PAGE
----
Resolution – Does it Matter?
There’s a seemingly never-ending war on at the minute between digital camera manufacturers, and consumers appear to be getting taken in by it all. It’s one of the biggest selling points for a digital camera – the resolution, or in high-street terms the megapixel count. So does resolution really matter?
Put simply, for the average consumer, not really.
There’s plenty of cameras available now which have a resolution of 10-12 megapixels (MP). So are they any better than my Canon 350D, which “only” has 8MP? And what can my big, heavy, expensive camera do that your svelt pocket sized 10MP thing can’t? A friend once asked (referring to my £700 Canon lens) “so how many times zoom is that?”. Well, it’s a 70-200mm lens, so that would probably mean “nearly three”. “Only three? Mine has got 10 times zoom”. So what gives then?
For a quick demonstration, have a look back at my post about the religious pamphlet, dated 31st December. The image of that leaflet was taken using my camera on a tripod (see the post following it) and that produced a picture with quality far better than is necessary for a simply blog entry.
To highlight the difference, the leaflet itself was 4” x 5.5” and I’ve zoomed into a section of the woman’s head. Note that the zoom level is twice normal size: i.e. for every pixel on your screen, that’s two which appeared in the original image. The actual section of print you’re looking at below corresponds to about 0.75” on paper.
The first thing you notice is the grainy-ness of the image (click for a bigger version). That, though, is nothing to do with inadequacies of my camera. It’s actually the camera picking up the way the printing process works. I couldn’t believe it at first either, but apparently so. I had to go back and very carefully examine the original, only to find that there wasn’t anything wrong, but under very close inspection there was the print bubbles as seen above.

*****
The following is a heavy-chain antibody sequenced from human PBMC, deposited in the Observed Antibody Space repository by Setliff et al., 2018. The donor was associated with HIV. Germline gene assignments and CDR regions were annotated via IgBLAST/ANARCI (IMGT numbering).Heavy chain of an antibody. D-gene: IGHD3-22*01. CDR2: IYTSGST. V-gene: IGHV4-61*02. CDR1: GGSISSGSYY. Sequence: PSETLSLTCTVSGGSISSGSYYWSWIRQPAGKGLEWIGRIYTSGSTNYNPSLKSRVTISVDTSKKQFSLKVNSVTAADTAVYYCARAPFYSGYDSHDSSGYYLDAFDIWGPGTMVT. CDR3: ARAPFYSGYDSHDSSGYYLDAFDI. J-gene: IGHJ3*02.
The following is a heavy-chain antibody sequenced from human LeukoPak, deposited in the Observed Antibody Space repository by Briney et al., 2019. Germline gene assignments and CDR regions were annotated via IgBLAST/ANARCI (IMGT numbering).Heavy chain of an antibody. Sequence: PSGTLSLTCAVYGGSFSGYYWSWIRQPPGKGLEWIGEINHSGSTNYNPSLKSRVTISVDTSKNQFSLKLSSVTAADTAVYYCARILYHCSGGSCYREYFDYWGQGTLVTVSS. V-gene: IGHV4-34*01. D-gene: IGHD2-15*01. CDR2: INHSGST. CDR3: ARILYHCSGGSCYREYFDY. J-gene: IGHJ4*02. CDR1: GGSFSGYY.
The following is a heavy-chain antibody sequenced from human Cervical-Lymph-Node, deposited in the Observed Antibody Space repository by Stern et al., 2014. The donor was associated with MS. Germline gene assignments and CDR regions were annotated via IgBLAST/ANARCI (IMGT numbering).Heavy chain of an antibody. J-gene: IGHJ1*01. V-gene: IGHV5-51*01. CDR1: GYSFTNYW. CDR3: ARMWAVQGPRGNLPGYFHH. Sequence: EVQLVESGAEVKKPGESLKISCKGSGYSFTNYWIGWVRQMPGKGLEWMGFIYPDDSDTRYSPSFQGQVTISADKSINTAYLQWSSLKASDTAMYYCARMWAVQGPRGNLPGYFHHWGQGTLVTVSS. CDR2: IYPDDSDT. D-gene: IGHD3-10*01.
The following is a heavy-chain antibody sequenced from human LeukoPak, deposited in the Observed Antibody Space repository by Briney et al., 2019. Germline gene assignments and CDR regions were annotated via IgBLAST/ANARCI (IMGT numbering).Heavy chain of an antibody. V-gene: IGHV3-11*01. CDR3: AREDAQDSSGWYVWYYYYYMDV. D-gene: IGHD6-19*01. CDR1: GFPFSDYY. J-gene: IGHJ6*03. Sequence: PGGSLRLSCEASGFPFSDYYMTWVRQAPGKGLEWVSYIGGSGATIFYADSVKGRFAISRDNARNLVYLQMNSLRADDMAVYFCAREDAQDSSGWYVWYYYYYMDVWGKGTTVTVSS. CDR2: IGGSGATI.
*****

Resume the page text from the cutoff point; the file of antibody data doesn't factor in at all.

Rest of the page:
So how does it capture such fine detail? Well that’s because the lens is massive compared to all of the standard compact cameras. A bigger lens means more light is captured, which means a better quality photo. After all, that’s what a photograph is: just some light landing on a bit of film (or electronics in this case). Unfortunately, a bigger lens means it’s more expensive and heavier.
There’s also a bit to do with what happens to the light after it hits the electronics. In compact cameras, the camera makes a quick decision on what it deems to be detail that would never be noticed by your average punter and then throws it away. That’s right: at least half of the detail your compact camera picks up in a photo is thrown away before it even appears on the screen at the back of the camera.
There are two reasons for this: so that you can get more pictures on a memory card; plus it means that you can take the card out of the camera, plug it into a computer and you’ve got images. With my camera, it’s a bit different. Instead of throwing away stuff, my camera keeps it all and I go through each image deciding for myself what will look good and what will look bad. Yes, it means I use more memory up per picture and the process takes longer, but I think it’s worth it.
If you’re heading out to buy a camera, don’t be fooled by megapixel count.